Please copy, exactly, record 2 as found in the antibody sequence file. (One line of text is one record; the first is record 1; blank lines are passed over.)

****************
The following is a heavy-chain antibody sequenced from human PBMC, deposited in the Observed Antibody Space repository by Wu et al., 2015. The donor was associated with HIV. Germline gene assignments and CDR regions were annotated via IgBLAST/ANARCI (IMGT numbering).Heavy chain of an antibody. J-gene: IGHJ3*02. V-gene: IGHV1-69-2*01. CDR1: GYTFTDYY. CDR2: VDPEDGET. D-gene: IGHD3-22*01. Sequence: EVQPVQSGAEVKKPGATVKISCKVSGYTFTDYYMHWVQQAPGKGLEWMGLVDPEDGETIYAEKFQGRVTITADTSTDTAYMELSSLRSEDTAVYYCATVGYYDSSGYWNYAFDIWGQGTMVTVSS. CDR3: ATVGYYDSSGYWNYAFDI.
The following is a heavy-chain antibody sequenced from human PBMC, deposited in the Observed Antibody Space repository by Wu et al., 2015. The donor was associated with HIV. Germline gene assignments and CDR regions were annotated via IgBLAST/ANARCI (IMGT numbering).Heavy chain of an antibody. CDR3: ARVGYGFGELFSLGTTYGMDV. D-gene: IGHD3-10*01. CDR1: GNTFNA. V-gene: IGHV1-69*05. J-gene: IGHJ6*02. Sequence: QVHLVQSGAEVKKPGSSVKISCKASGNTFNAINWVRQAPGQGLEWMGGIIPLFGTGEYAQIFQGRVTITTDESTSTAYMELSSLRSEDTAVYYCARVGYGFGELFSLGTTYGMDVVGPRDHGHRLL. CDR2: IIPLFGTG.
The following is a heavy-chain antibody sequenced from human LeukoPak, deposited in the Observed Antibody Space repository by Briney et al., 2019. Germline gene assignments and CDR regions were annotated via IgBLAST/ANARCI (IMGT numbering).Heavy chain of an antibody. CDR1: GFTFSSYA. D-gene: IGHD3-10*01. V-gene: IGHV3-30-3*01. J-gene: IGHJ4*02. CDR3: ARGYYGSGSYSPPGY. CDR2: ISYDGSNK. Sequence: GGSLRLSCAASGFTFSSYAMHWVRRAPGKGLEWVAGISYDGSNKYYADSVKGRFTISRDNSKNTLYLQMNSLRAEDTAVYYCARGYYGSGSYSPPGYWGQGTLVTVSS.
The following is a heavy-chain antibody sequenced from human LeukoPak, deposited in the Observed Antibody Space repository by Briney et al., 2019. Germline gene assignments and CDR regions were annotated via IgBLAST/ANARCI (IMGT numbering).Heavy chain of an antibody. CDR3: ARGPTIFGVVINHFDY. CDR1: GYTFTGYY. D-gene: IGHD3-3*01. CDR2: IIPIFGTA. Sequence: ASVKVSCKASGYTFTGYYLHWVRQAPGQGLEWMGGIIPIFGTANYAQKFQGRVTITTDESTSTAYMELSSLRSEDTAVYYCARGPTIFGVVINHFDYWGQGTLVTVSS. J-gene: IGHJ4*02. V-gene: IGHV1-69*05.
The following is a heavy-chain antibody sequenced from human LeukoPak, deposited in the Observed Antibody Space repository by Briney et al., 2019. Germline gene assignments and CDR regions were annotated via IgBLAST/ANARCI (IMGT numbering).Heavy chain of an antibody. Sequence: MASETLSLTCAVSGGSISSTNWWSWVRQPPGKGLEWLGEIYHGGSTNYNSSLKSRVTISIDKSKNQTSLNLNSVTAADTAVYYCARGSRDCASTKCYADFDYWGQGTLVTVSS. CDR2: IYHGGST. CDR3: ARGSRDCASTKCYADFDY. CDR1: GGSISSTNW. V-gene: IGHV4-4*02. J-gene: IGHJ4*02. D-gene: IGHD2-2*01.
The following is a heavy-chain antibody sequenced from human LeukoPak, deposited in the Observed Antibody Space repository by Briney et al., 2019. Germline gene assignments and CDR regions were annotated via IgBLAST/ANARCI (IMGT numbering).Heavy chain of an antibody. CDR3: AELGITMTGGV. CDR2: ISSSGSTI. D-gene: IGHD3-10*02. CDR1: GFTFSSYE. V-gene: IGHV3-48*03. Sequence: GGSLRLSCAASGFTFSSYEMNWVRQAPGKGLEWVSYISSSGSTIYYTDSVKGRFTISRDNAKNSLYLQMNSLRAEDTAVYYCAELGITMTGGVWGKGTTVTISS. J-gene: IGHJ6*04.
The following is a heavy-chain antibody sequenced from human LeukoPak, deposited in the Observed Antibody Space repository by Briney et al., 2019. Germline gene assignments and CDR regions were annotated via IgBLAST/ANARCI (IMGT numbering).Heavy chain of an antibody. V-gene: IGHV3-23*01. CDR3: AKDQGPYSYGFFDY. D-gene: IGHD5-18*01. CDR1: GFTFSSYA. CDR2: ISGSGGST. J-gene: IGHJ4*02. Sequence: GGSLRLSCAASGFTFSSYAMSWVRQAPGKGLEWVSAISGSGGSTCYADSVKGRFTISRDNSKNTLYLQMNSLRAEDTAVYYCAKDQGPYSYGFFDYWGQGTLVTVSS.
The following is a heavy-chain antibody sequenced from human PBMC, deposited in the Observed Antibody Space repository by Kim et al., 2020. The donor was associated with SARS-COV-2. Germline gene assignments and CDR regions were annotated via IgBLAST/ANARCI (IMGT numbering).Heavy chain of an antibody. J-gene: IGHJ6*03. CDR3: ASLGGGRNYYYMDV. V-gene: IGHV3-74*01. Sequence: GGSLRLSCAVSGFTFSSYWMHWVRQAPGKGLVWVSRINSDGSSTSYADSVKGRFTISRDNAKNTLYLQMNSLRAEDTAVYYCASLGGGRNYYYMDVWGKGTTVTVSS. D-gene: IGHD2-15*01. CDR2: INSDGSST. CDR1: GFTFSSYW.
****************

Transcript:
The following is a heavy-chain antibody sequenced from human PBMC, deposited in the Observed Antibody Space repository by Wu et al., 2015. The donor was associated with HIV. Germline gene assignments and CDR regions were annotated via IgBLAST/ANARCI (IMGT numbering).Heavy chain of an antibody. CDR3: ARVGYGFGELFSLGTTYGMDV. D-gene: IGHD3-10*01. CDR1: GNTFNA. V-gene: IGHV1-69*05. J-gene: IGHJ6*02. Sequence: QVHLVQSGAEVKKPGSSVKISCKASGNTFNAINWVRQAPGQGLEWMGGIIPLFGTGEYAQIFQGRVTITTDESTSTAYMELSSLRSEDTAVYYCARVGYGFGELFSLGTTYGMDVVGPRDHGHRLL. CDR2: IIPLFGTG.